This was a prospective study conducted between July 2011 and June 2016 at two study centers. The study participants were patients with a confirmed diagnosis of BPH with significant bladder outlet obstruction and were clinically eligible for thulium LASER enucleation of the prostate (ThuLEP) at the discretion of the treating surgeon. The key inclusion criteria were patients of BPH with medical comorbidities of ASA Grade 3 or 4 (high risk), maximum urinary flow rate (Qmax) <15 ml/s and International Prostate Symptom Score (IPSS) >15, or acute retention of urine with the failure of catheter trial, or with a prior history of severe bladder outlet obstruction. Patients with neurogenic bladder, associated strictures or bladder stones, patients operated by other urologists, and patients converted to TURP due to laser malfunction or malfunction of morcellator that led to the removal of chips by TURP were excluded from the study. Patients with ASA Grades 1, 2, and 5 were also excluded from the study.

The study protocol was reviewed and approved by the institutional review board. The study was conducted in accordance with the approved International Conference on Harmonization Good Clinical Practice guidelines and the ethical principles that have their origin in the Declaration of Helsinki. Each study participant provided written informed consent before participation in the study.

Presurgical assessment included IPSS, digital rectal examination, uroflowmetry, prostate-specific antigen (PSA), and routine pathological evaluation. Abdominal ultrasonography, transrectal ultrasonography (TRUS), and, if indicated, TRUS-guided biopsies were done.

Other investigations, as appropriate, were hemogram, serum creatinine, blood sugar, HIV, HBsAg, prothrombin time, partial thromboplastin time, serum electrolytes, electrocardiogram, and two-dimensional echocardiography. Comorbidities were also noted. A multidisciplinary approach was employed as needed including, but not limited to, a chest physician for chronic obstructive pulmonary disease (COPD), a cardiologist for ischemic heart disease or arrhythmias, a vascular surgeon for deep vein thrombosis, and a psychiatrist for psychiatric illnesses. Whenever possible, antiplatelet agents were stopped 5 days prior to the surgery; nebulization was given to patients with COPD. To evaluate the physical status, the ASA physical status classification was used.[9]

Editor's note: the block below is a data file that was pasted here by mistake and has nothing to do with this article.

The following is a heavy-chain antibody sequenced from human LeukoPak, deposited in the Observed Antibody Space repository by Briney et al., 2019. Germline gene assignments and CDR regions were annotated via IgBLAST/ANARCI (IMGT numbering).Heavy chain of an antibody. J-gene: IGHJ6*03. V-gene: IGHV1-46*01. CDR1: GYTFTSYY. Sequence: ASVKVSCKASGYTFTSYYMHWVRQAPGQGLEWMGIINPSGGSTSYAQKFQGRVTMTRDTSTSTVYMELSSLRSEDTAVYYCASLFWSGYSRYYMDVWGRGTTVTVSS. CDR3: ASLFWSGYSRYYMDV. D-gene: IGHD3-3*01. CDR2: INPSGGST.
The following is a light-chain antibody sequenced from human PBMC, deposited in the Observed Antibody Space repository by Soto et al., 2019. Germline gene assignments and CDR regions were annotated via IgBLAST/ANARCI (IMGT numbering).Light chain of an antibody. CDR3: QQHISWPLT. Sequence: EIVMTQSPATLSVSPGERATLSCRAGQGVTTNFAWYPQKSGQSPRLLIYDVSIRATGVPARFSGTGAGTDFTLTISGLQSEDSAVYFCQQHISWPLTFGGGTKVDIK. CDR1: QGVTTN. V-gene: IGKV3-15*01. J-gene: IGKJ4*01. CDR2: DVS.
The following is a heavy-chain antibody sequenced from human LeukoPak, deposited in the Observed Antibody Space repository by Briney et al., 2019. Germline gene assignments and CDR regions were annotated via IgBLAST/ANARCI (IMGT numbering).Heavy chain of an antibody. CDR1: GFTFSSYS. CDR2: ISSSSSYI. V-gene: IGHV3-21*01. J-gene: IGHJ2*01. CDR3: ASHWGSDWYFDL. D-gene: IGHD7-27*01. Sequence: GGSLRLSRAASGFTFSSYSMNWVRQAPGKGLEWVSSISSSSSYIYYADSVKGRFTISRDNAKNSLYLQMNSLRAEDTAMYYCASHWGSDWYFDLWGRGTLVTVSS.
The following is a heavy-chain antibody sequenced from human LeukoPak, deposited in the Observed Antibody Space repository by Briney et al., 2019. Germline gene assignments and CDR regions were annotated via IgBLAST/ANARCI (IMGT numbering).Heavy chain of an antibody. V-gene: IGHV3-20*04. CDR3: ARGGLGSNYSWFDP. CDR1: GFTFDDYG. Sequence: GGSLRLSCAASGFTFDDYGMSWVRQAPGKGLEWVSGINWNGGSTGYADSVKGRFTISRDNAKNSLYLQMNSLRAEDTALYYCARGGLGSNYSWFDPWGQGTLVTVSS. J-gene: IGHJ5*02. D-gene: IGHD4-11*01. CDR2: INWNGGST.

Surgical procedure

All the procedures were performed by a single surgeon at two different institutes using 120-W Quanta (Italy) systems' Thulium LASER machine with 600-μ fiber, the standard resectoscope, and Kuntz working element (Richard–Wolf), along with Richard–Wolf Piranha morcellator, and morsoscope. If the median lobes were large, the three-lobar enucleation technique was used, and if the median lobe was not significant, two-lobar technique was used.

The incision was taken at 5 o'clock and 7 o'clock positions and deepened till the capsule, from the bladder neck till verumontanum, and then joining them together, delineating the capsule all along. The median lobe was disconnected and pushed into the bladder. The lateral lobes were dissected starting from 12 o'clock to 5 o'clock position, using laser energy, and from 12 o'clock to 7 o'clock position. The lobes were then morcellated. In patients with insignificant median lobes, an alternative incision (6 o'clock) was taken instead of 5 o'clock and 7 o'clock positions. The laser energy used ranged from 35 W to 80 W. Preoperative hemoglobin and hemoglobin after 24 h after surgery were compared to document the blood loss. Histopathology reporting was done in all patients. All the associated events in intraoperative, immediate postoperative, and till 6-week postoperative period were documented, such as duration of surgery, prostate size, and postoperative pain. Serum PSA and IPSS scores were compared preoperatively and 4–6 weeks postoperatively. All the records of intraoperative as well as postoperative vital statistics were maintained, such as pulse, blood pressure (BP), oxygen saturation, and blood sugar levels and were closely monitored for the period of admission.

Intraoperative and postoperative evaluations were studied till 36 h or (till the discharge), after 1 week and at 1 month. All patients were followed up for a period of minimum 7 months.


   Results Top


A total of 831 patients underwent ThuLEP during the study period, of which 109 patients had ASA Grade 3 or 4. [Table 1] shows the baseline demographics and clinical characteristics, and [Table 2] shows comorbidities. The overall age of the patients ranged from 50 to 95 years. The majority of the patients were aged between 60 and 70 years. A total of 27 patients were aged between 80 and 90 years and six patients were aged more than 90 years. The baseline hemoglobin ranged from 10.0% to 13.5%, and the IPSS score ranged from 15 to 35. The baseline prostate volume ranged from 43 to 198 ml, and the PSA value ranged from 2 to 22 ng/ml. Of the total 109 patients, 82 patients had ASA status Grade 3 and 27 had ASA Grade 4.